Favorites old and new
Listen to Tonal Ranger Radio every other Wednesday (or something like that) from 1 to 4 p.m., MST, on KNCE 93.5 FM, to hear songs from the albums reviewed in this space, and so much more interesting new music.
Author’s Note: There’s something inherently silly about writing about music — the old saying that it’s like “dancing about architecture” always comes to mind — but it’s something I think many people enjoy doing anyway, myself included. And hey, who doesn’t do a little jig when they see the Sistine Chapel or even the Sears Tower?
In the case of the Tonal Ranger columns, I think it’s nice that it accompanies Tonal Ranger Radio, my show that appears on KNCE 93.5 FM on Wednesday afternoons from 1 to 4 p.m., just about every-other-week (give or take some scheduling mayhem).
Readers can tune in and see if the music stacks up to the words I have assigned them, and likewise, listeners can direct themselves to livetaos.com to find out more about the music they hear, and hopefully enjoy.
I try to write almost exclusively about music that I enjoy, so if you enjoy the radio program, it’s very likely that you’ll enjoy the column, and vice versa. Now, onto a couple of albums and artists that I really like; next week I’ll post a video of my interpretive dance in response to the Santa Fe Opera House (just kidding).
by Grandaddy (30th Century Records)
In the late 1990s and early aughts, when we were all afraid of everything all of the time — whether it be the threat of another 9/11-style terrorist attack or the countless technology related perils of the modern age — there was a group of bands who confronted the anxiety head-on.
The template was set with Radiohead’s OK Computer, but other notable entries into the catalog of albums dealing with new fears in a new millennia included Flaming Lips’ Soft Bulletin, Mercury Rev’s Deserter’s Songs, and The Sophtware Slump from Modesto, California’s Grandaddy. The 2000 album was the band’s second full-length, following 1997’s Under the Western Freeway. The breakthrough album is still critically acclaimed as one of the best albums of the decade and of the band’s career.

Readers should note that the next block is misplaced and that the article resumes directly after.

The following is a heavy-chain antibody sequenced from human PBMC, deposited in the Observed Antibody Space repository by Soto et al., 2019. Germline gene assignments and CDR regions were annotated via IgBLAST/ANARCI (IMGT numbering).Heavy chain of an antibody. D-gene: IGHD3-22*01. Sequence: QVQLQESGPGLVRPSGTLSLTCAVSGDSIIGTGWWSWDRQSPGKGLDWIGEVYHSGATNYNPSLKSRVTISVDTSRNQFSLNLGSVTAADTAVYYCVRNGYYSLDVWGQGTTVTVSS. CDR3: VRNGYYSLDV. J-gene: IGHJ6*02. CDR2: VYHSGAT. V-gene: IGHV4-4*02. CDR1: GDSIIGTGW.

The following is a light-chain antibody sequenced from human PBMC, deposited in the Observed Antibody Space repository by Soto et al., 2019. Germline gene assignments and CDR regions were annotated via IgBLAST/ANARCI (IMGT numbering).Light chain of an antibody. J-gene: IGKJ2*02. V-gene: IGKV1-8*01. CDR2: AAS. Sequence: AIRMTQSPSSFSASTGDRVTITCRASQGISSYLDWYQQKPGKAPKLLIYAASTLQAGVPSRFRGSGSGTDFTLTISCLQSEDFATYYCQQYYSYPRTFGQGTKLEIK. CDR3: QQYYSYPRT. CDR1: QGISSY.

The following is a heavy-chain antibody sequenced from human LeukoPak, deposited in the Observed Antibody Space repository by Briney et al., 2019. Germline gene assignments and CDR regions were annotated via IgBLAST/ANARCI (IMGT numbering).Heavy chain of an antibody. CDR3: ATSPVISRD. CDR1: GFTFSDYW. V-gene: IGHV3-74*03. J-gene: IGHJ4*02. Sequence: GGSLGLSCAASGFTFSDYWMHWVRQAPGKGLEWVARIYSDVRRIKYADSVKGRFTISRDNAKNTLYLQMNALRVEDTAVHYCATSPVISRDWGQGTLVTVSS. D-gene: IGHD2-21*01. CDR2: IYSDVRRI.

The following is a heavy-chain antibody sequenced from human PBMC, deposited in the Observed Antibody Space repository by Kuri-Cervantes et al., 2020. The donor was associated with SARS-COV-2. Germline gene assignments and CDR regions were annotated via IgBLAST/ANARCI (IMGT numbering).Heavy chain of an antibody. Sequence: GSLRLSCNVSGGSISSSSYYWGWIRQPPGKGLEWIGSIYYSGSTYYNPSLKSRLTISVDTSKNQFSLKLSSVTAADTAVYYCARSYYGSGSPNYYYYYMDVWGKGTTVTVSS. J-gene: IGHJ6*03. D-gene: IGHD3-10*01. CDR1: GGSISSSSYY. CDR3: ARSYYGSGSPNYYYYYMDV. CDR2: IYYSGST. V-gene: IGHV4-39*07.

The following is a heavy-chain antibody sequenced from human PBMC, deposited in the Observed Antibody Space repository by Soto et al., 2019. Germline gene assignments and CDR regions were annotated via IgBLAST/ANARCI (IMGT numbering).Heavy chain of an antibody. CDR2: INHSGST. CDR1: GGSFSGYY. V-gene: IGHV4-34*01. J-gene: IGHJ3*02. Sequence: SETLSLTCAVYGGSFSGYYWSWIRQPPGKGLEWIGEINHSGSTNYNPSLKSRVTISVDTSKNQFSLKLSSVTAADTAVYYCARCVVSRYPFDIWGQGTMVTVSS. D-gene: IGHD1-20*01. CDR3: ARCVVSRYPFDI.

The band followed that up with 2003’s Sumday and 2006’s Just Like the Fambly Cat, an album that stood as the band’s swan song for more than a decade.
Grandaddy leader Jason Lytle released two solo albums in the meantime, in addition to one album with his side project Admiral Radley, which also features members of Earlimart.
And now, after a decade of thinking we would never hear new music from Grandaddy, the band has delivered Last Place. The album is either a more fitting end to the catalog than Fambly Cat, or the start of a new chapter for the band, only time will tell.
Lytle has always seemingly been obsessed with the confluence of nature and modern technology, whether he’s singing about a “Broken Household Appliance National Forest” (The Sopthware Slump), an office field trip to the woods (“The Group Who Couldn’t Say” — Sumday), or “freeway trees with no love in their leaves” from this album’s “Evermore.”
In fact, in every respect, from lyrical content to the band’s signature blend of old synthesizers, crunchy guitars and Lytle’s Neil Young-ish croon, there’s no reason to believe this album would have been much different had it been released in 2008 or 2009.
While Last Place doesn’t match the creative peak of the Sophtware Slump/Sumday era, it does seem to have more in common with those albums than Fambly Cat or Western Freeway, or even Lytle’s more recent solo efforts.
One track, the brief instrumental “Oh She Deleter,” shares a title (minus the “Oh”) with the B-side from The Sopthware Slump’s lead single “The Crystal Lake,” while one of that album’s central characters, a hard-drinking robot named Jed, returns on this album for “Jed the 4th.”
That said, Lytle’s tells are easy to read, and while “Way We Won’t,” with its jubilant celebration of suburban isolation, gels nicely with the theme on those two albums, it could just have easily been on the Admiral Radley album. And “Check Injin” could be another song about Todd Zilla, the brutish Central Valley bro who served as the inspiration for the band’s 2005 EP, “Excerpts from the Diary of Todd Zilla.”
Following Grandaddy’s separation in 2006, Lytle moved from Modesto to Montana and eventually to Portland, Oregon. The quirky and hilarious “I Don’t Wanna Live Here Anymore” reflects the songwriter’s difficulties finding a place that feels worthy of the word “home,” while “Brush with the Wild” is one of the album’s most joyful breakup songs.